Front Page Titles (by Subject) CHAPTER XII: local self-government - Modern Democracies, vol. 1.
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CHAPTER XII: local self-government - Viscount James Bryce, Modern Democracies, vol. 1. 
Modern Democracies, (New York: Macmillan, 1921). 2 vols. Vol. 1
Part of: Modern Democracies, 2 vols.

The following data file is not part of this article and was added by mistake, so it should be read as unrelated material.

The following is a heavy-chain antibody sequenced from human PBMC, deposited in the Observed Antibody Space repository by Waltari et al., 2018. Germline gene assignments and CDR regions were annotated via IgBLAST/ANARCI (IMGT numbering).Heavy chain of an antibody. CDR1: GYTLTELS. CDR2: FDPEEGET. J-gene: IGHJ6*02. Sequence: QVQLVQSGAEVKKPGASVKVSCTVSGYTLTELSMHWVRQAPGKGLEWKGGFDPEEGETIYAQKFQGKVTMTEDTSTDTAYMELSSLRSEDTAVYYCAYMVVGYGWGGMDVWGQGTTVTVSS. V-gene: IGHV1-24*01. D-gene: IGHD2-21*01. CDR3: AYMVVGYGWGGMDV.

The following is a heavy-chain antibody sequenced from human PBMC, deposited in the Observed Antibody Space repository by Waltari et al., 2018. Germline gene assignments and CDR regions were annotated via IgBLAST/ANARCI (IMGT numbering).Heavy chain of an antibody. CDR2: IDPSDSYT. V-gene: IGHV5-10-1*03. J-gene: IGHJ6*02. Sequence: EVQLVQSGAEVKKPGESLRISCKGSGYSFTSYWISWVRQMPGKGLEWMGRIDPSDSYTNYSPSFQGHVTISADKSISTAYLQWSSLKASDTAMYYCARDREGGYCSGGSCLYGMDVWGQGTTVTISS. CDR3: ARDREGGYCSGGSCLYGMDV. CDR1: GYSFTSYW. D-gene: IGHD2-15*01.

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The beginnings of popular government were in small areas, rural communities and tiny cities, each with only a few hundreds or possibly thousands of free inhabitants. The earliest form it took was that of an assembly in which all the freemen met to discuss their common affairs, and in which, although the heads of the chief families exerted much influence, the mind and voice of the people could make itself felt. Such assemblies marked the emergence of men from barbarism into something approaching a settled and ordered society. In many places these communities lay within a monarchy, in others (as in Iceland) they were independent, but everywhere they accustomed the people to cherish a free spirit and learn to co-operate for common aims. First among these was joint defence against a neighbouring and hostile community. A second, important for the prevention of internal strife, was the settlement, by some kind of judicial method, of disputes between the members, frequently arising from the demand of compensation for the killing of some one whose kinsfolk were bound by custom to avenge his death, such blood-money being awarded by the assembly, or the elders, to the kin, who thereupon desisted from revenge.1 A third was the disposal and management of land belonging to the local community (whether forest or pasture) not allotted in severalty to the members, or of arable land in which there were usually rights assigned to each individual, even if only for a limited period and subject to re-allotment when the period has expired. This was frequent among peoples of South Slavonic stock. It existed till quite recently in the Russian Mir, and still exists in many parts of India.